Cervical Disc Replacement Recovery

Compared to cervical spinal fusion surgery, cervical disc replacement recovery is generally faster; however, recovery does take a few weeks. We review the most important information you need to know about the time course of recovery, how to make the most of recovery time, and how to achieve the best outcomes.


What Determines Recovery Time?

Cervical disc replacement recovery is the time that your body heals and becomes its new self. Recovery time varies, but the faster your body can heal, the faster your recovery will be. Keeping your body well-hydrated and well-nourished gives your cells and tissues the building blocks they need to restore you to top health. Recovery also depends on avoiding the things that can delay recovery like smoking cigarettes or putting unnecessary stresses on your neck. Self-care is perhaps the most critical determinant of recovery time. The better you are to your body, the faster it will heal.


Cervical ADR Recovery Timeline

The day of cervical ADR surgery.

You will be moved to a post-anesthesia care unit before you even wake from surgery. Staff will make sure you are breathing normally and your pain is well-controlled. Some people experience some difficulty with swallowing, but this is usually short-lived and will be managed by professionals. This is done in an outpatient setting for the vast majority of patients and most patients are sent home about 4-6 hours after the surgery.


The first day at home.

Although some surgeons ask that you wear a cervical collar for a few days after cervical artificial disc replacement. I do not usually recommend a collar. Most patients are given a collar to wear when driving or riding in a car. This helps to keep your neck stable and your surgical wound protected. If you experience pain after surgery, this is the time it can be at its most intense. Remember, it is easier to keep pain away than it is to get rid of it once it occurs. So, make sure to take your pain medication as prescribed.


The first week after cervical ADR.

If you experience any pain after spine surgery, it should get better by degrees during the first week of recovery. You should not submerge your surgical wound under water as this could increase the risk of infection. However, keeping the area clean and replacing the dressing as directed are important parts of the recovery process. Remember to avoid lifting anything heavier than a gallon of milk during this time. If you must go anywhere, make sure someone else is driving if you’re still taking pain medicine. If you are not on pain medication it is usually safe to drive yourself.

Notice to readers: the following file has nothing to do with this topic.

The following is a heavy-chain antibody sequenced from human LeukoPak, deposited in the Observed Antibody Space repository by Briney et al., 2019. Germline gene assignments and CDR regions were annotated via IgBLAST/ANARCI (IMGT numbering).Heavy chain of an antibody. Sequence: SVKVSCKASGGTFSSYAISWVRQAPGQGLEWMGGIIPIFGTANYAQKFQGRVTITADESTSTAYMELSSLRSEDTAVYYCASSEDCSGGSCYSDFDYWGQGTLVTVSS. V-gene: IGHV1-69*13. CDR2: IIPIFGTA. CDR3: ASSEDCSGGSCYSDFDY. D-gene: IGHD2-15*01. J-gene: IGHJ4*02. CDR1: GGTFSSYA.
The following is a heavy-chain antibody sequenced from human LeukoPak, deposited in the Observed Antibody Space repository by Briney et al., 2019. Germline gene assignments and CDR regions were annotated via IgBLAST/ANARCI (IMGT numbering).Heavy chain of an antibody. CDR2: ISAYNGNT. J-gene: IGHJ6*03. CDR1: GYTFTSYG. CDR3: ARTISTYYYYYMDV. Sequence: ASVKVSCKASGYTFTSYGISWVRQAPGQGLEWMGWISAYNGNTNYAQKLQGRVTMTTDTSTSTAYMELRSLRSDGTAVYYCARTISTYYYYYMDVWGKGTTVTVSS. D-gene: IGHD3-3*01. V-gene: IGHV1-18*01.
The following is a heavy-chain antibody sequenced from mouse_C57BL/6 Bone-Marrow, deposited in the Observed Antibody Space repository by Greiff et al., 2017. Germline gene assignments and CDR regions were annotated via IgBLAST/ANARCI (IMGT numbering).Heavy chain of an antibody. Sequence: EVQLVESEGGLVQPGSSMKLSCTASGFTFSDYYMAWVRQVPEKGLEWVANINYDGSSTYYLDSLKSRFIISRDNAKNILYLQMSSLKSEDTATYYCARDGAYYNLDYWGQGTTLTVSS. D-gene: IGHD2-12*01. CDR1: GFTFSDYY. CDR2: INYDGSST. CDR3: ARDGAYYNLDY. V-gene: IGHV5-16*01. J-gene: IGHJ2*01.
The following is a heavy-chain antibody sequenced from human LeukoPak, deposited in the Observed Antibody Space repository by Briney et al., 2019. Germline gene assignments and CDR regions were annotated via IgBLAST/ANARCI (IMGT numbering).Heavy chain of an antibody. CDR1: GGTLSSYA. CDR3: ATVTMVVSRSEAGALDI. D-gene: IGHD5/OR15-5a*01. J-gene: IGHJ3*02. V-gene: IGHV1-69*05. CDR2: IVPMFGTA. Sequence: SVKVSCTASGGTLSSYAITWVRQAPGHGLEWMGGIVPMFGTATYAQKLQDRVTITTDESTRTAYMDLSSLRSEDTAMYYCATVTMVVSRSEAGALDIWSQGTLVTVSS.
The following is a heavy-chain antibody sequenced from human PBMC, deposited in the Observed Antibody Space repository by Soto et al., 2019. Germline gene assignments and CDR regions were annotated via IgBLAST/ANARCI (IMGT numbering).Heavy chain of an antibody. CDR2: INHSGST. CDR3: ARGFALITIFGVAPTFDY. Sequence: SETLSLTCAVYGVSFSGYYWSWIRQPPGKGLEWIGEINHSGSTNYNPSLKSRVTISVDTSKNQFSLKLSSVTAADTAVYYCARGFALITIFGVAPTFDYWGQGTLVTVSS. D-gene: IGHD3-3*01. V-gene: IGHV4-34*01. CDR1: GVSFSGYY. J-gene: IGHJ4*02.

The second week after cervical ADR.

This week is the most difficult to predict. If you are on a quick healing course, your discomfort will be minimal during this week, you will regain your energy, and you will want to get up and about. As long as it is permitted by your surgeon, you can begin to perform light activities during the second week of recovery. Some patients are even able to return to desk work by the end of the second week. If you are on a slower path, listen to your body and take it slow.


Weeks 3 to 4 after cervical ADR.

Your spine surgeon may want you to come in for a wound check at 10-14 days after surgery. By the third week, almost all patients are able to stop taking the pain medications they were prescribed on the day of surgery. Also, the surgical wound should be well healed (there may be a small scar). Your spine surgeon will assess how your spine is healing through history, physical examination, and sometimes new imaging studies (e.g., X-rays of the neck). At your first follow-up visit, remember to ask your spine surgeon when you can add back in your regular activities. Your success in recovery up to this point can help your surgeon decide what level of work and activity are right for you. At this point, most people with desk jobs are back to work, but those with jobs that require physical labor with high effort may be off the job for six weeks. Driving and bathing are usually permitted during this time. If your surgeon recommends physical therapy, take advantage of this important resource because it can improve your overall recovery and long-term function.


Weeks 5 to 6 after cervical ADR.

You will likely be able to return to most regular activities at this point. If you like to jog, swim, or play golf, you should be able to resume these activities by 6 weeks (with your surgeon’s permission). Contact sports are a separate matter, however. Decisions about sports like football, hockey, and even basketball are made on a case-by-case basis. That said, most people can return to full activities at home and at work by the end of the sixth week of cervical disc replacement recovery.